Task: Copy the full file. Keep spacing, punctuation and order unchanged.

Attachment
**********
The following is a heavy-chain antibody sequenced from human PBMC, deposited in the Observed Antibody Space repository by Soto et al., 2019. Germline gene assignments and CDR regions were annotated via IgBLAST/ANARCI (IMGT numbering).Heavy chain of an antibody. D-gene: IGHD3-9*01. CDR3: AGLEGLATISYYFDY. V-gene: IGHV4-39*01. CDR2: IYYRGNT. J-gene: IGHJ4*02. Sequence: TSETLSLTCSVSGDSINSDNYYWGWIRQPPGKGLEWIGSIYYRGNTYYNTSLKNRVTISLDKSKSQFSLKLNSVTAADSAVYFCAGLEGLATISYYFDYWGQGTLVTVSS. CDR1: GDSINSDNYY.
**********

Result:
The following is a heavy-chain antibody sequenced from human PBMC, deposited in the Observed Antibody Space repository by Soto et al., 2019. Germline gene assignments and CDR regions were annotated via IgBLAST/ANARCI (IMGT numbering).Heavy chain of an antibody. D-gene: IGHD3-9*01. CDR3: AGLEGLATISYYFDY. V-gene: IGHV4-39*01. CDR2: IYYRGNT. J-gene: IGHJ4*02. Sequence: TSETLSLTCSVSGDSINSDNYYWGWIRQPPGKGLEWIGSIYYRGNTYYNTSLKNRVTISLDKSKSQFSLKLNSVTAADSAVYFCAGLEGLATISYYFDYWGQGTLVTVSS. CDR1: GDSINSDNYY.